PIA19701: Final Hazard Search
 Target Name:  Pluto
 Is a satellite of:  Sol (our sun)
 Mission:  New Horizons
 Spacecraft:  New Horizons
 Instrument:  LORRI
 Product Size:  1280 x 960 pixels (w x h)
 Produced By:  Johns Hopkins University/APL
 Full-Res TIFF:  PIA19701.tif (1.23 MB)
 Full-Res JPEG:  PIA19701.jpg (57.1 kB)

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This four-frame movie shows New Horizons' final deep search for hazardous material around Pluto, obtained on July 1, 2015. These data allow a highly sensitive search for any new moons. The images were taken with the spacecraft's Long Range Reconnaissance Imager (LORRI) over a 100-minute period, and were the final observations in the series of dedicated searches for hazards in the Pluto system which began on May 11. The images show all five known satellites of Pluto moving in their orbits around the dwarf planet, but analysis of these data has so far not revealed the existence of any additional moons. This means that any undiscovered Plutonian moons further than a few thousand miles from Pluto must be smaller than about 1 mile (1.6 kilometers) in diameter, if their surfaces have similar brightness to Pluto's big moon Charon. For comparison, Pluto's faintest known moon, Styx, which is conspicuous in the lower left quadrant of these images, is about 4 miles (7 kilometers) across, assuming the same surface brightness. The absence of additional moons, and also the absence of detectable rings in the hazard search data, imply that the spacecraft is very unlikely to be damaged by collisions with rings, or dust particles ejected from moons, during its high-speed passage through the Pluto system.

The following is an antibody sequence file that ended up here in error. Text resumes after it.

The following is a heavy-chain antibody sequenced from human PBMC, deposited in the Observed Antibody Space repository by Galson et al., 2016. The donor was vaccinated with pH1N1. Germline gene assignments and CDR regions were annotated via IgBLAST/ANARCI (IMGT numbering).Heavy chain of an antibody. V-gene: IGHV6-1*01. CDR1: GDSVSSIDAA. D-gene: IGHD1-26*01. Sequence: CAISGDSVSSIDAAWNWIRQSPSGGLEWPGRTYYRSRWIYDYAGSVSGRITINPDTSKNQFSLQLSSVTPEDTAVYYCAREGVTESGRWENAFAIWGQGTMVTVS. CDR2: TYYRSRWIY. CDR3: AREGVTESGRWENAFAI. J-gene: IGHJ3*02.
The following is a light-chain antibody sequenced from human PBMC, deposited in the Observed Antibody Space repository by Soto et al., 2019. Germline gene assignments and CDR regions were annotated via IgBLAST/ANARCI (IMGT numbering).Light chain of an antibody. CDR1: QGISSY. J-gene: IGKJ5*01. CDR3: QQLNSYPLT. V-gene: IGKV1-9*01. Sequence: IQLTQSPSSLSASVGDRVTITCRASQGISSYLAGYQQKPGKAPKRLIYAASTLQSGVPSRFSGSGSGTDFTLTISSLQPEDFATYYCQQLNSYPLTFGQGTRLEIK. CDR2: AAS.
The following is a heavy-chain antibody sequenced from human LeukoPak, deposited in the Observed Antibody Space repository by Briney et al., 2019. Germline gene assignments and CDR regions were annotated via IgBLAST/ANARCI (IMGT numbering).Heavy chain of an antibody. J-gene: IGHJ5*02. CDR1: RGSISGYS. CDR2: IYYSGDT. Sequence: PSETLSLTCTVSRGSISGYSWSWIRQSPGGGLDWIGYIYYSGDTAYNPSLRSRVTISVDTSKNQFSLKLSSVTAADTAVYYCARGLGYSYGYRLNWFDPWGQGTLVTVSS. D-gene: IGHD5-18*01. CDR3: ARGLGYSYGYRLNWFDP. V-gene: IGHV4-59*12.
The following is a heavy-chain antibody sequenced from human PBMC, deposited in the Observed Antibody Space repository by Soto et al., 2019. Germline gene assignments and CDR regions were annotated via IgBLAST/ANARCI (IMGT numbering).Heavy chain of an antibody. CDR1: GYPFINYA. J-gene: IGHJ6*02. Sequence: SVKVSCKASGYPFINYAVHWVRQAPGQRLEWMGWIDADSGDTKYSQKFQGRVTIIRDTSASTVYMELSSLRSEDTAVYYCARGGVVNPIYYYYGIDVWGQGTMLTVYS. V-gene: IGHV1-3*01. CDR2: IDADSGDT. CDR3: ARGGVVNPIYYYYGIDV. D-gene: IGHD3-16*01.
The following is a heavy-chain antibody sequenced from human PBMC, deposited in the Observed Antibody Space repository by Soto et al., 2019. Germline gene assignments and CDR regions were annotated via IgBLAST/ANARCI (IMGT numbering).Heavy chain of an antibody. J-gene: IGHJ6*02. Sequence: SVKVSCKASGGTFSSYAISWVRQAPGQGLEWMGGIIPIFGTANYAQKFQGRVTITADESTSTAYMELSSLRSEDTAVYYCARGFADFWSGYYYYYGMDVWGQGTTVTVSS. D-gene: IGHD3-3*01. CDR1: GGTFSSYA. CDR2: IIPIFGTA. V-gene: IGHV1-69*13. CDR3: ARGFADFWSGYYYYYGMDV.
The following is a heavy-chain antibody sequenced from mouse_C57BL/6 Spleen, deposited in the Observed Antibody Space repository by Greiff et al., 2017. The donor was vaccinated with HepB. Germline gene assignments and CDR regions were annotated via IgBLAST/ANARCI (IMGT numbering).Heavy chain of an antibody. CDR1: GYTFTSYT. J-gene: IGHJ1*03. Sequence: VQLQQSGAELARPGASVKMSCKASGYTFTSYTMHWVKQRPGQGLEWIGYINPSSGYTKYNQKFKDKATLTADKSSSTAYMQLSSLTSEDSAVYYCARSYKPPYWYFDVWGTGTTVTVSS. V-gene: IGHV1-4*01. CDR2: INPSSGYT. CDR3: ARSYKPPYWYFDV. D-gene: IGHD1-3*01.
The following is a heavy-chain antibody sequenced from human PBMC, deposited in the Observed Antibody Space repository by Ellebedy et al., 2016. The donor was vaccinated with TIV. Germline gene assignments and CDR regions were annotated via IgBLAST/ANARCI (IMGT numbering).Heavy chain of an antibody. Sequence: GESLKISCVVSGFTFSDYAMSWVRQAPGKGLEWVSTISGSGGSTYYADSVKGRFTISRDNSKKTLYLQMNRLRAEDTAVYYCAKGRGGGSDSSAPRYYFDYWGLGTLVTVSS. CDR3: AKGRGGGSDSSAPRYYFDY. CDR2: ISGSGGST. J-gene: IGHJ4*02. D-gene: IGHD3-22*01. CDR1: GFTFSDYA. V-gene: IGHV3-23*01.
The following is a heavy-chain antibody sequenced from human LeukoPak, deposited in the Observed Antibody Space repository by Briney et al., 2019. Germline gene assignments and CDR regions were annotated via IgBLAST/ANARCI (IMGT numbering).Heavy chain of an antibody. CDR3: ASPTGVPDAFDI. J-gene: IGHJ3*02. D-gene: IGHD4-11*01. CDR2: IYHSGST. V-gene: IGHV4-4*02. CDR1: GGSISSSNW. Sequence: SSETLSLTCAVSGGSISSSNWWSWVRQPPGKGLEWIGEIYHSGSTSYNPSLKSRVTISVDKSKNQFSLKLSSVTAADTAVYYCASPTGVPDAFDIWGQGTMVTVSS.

The four movie frames were taken at 16:28, 16:38, 17:52, and 18:04 UTC on July 1, from a range of 9.4 million miles (15.2 million kilometers). Each frame is a mosaic of four sets of overlapping images, with a total exposure time of 120 seconds. The images have been heavily processed to remove the glare of Pluto and Charon, and the dense background of stars, though blemishes remain at the locations of many of the brighter stars. The "tails" extending to the right or downward from Pluto and Charon are camera artifacts caused by the extreme overexposure of both objects. Pluto and its five moons Charon, Styx, Nix, Kerberos and Hydra are identified by their initials, and their orbits around the center of gravity of the system (which is located just outside Pluto itself) are also shown.

The Johns Hopkins University Applied Physics Laboratory in Laurel, Maryland, designed, built, and operates the New Horizons spacecraft, and manages the mission for NASA's Science Mission Directorate. The Southwest Research Institute, based in San Antonio, leads the science team, payload operations and encounter science planning. New Horizons is part of the New Frontiers Program managed by NASA's Marshall Space Flight Center in Huntsville, Alabama.

Image Credit:
NASA/Johns Hopkins University Applied Physics Laboratory/Southwest Research Institute

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